For those who say the pro-China demonstrations in the last one month all over the world were manipulated by Chinese Party, well you are all wrong. Read the following article then you'd have an idea.
Tue Apr 29, 2008 12:51am EDT
By Chris Buckley - Analysis
BEIJING (Reuters) - Chinese scholars and officials listened with polite curiosity in mid-March when public relations expert Wu Xu warned the worst risk to the Beijing Olympics could be political shocks from protests over Tibet.
They and the rest of the world are listening much more closely now.
One day after Wu made his warning in a March 13 lecture in Beijing, riots in Lhasa and unrest across Tibet ignited international protests against Chinese policy and then Chinese counter-protests that have cast a shadow over the Games.
Wu, an Arizona State University professor whose specialty is Chinese "cyber-nationalism", worries the volatile public mood over the Tibet unrest could spill into Games venues in August.
"This could linger on and trigger some unpredictable events -- booing at teams, ugly confrontations if an athlete protests -- that we don't want," Wu said by telephone recently.
He has been invited back to Beijing to train officials in handling the Games' potential PR nightmares.
Yet even if the stadiums are as friendly as officials hope, China's surge of popular patriotic anger has exposed powerful currents set to play an increasing role in its politics and diplomacy.
The campaign to boycott the French supermarket chain Carrefour -- seized on as a symbol of Western sympathy for Tibetan independence -- ferocious verbal attacks on Western media, and rallying around the Olympic torch reflect citizens willing to speak out, when allowed by a cautious Communist Party, but also worried about their country's standing in a wary world.
"But the Western response to Tibet has ignited this sense that although we've become richer, they still treat us like it's the 19th century."
TRADITIONS OF PROTEST
China's current tide of patriotism builds on a pattern of nationalist protest that has flared when sensitivities about the country's standing nurtured by the Communist Party have collided with international events.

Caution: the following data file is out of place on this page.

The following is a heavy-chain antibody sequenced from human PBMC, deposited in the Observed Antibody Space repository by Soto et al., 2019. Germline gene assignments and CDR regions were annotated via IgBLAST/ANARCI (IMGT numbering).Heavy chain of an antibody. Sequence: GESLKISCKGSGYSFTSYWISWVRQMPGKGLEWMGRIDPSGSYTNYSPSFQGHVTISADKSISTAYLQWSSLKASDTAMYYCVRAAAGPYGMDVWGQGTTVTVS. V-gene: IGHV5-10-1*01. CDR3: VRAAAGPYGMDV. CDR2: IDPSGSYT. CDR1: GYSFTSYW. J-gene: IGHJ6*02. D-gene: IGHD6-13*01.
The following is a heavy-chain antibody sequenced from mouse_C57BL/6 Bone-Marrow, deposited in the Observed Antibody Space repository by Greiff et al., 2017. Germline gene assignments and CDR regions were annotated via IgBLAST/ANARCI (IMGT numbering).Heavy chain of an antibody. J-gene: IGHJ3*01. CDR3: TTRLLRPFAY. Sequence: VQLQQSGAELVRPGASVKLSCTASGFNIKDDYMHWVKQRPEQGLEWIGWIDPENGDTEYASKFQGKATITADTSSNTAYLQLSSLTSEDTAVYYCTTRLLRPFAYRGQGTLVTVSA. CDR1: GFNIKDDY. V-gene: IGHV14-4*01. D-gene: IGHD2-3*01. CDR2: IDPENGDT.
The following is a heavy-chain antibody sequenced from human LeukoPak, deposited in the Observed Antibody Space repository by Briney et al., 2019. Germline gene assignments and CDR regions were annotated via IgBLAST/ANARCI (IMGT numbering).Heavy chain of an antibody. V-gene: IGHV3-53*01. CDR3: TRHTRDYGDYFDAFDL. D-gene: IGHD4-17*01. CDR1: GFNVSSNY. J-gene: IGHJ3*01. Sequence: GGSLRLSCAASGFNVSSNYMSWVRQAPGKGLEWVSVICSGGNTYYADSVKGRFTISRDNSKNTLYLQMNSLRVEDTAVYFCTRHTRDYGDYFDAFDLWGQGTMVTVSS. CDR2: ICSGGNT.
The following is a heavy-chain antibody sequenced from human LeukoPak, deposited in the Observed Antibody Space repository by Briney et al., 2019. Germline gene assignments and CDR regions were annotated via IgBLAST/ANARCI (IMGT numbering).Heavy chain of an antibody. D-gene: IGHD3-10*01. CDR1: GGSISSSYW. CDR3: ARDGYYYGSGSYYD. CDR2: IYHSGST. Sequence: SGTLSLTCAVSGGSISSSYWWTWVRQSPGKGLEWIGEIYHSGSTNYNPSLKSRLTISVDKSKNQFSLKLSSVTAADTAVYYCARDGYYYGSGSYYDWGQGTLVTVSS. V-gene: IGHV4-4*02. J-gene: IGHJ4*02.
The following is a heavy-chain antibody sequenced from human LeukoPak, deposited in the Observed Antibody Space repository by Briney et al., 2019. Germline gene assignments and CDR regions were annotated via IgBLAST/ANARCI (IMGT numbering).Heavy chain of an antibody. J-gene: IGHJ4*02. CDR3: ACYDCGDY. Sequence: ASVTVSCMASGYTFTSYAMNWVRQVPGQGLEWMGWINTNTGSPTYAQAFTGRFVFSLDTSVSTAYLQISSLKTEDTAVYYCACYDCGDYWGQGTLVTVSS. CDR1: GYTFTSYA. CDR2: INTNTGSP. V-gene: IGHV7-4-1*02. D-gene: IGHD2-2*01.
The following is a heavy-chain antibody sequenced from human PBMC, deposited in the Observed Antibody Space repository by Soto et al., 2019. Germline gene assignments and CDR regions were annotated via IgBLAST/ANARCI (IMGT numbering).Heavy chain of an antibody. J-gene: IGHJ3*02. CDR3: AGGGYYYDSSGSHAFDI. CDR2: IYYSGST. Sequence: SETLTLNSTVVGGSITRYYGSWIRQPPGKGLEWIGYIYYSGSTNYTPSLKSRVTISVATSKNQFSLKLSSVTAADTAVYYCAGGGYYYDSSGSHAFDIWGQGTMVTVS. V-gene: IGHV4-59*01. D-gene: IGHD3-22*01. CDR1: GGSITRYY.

"To a certain extent, China is reaping what it sowed by making nationalism, along with economic growth, the basis for legitimacy," said Allen Carlson of Cornell University.
"It's a genie that once let out of the bottle is hard to put back."
In 1999, demonstrators assailed the U.S. embassy in Beijing after NATO forces mistakenly bombed China's embassy in Belgrade during the war against Serbia, killing three Chinese. The protesters called the bombing deliberate.
In 2005, rows over Japan's bid to become a permanent member of the U.N. Security Council and memories of World War Two sparked widespread marches, boycotts and occasional violence.
This time the Western protests and calls to boycott the Games dismayed a public that had little idea of widespread international support for Tibetan independence, said Wu Jiaxiang, a Beijing political commentator who was a senior government aide in the 1980s.
"The Tibet issue brings together two of the most sensitive issues for Chinese people -- sovereignty -- and the Olympics, a moment of great pride for most people, so it's no surprise that we are where we are," he said.
CONNECTED AND ANGRY
The protests also reflect changes coursing through Chinese society as it becomes more prosperous, connected and assertive.
China now claims more Internet users than any other country in the world -- 221 million or some 16 percent of the population.
News is strictly controlled by the Communist Party, but the sprawling web and an increasingly commercial media have given citizens more scope to voice opinions.
Those changes have been reflected in Internet-driven protests, petitions and denunciations more diffuse and widespread than previous bursts of nationalist anger, said Wu Xu, the PR expert.
"It is so scattered, so decentralized, with so many fronts, so many 'enemies', and thus so unpredictable," he said.
"The government has tried to catch up and then control and tame the emotions. But it didn't create them itself."
As public anger swelled, the Party sought to surf the wave of patriotism by loosening some censorship controls and putting public voices to the fore, said an editor at a Party newspaper.
"Initially the message went out to open up the media and the public," said the editor, who asked to remain anonymous, fearing punishment for talking about policy.
"Since then officials have tried to guide the public reaction without becoming too overt."
But public protests also carry risks for the Party as it seeks to steer the country towards a trouble-free Olympics.
While state media have stressed calls for "rational patriotism" and chided "narrow nationalism," pro-boycott protests had not completely died down as of last weekend.
The government's abrupt proposal for talks with the exiled Dalai Lama's representatives brought dismay after officials had so loudly blamed him for backing the unrest.
Considering that backlash against the compromise gesture, and continued anti-West feeling, said Shi of the People's University: "If the purpose of the West in initially supporting the 2008 Olympics was to promote a more open, pro-Western China, they have failed now three months before."
(Editing by Jerry Norton)
("Countdown to Beijing Olympics" blog at blogs.reuters.com/china)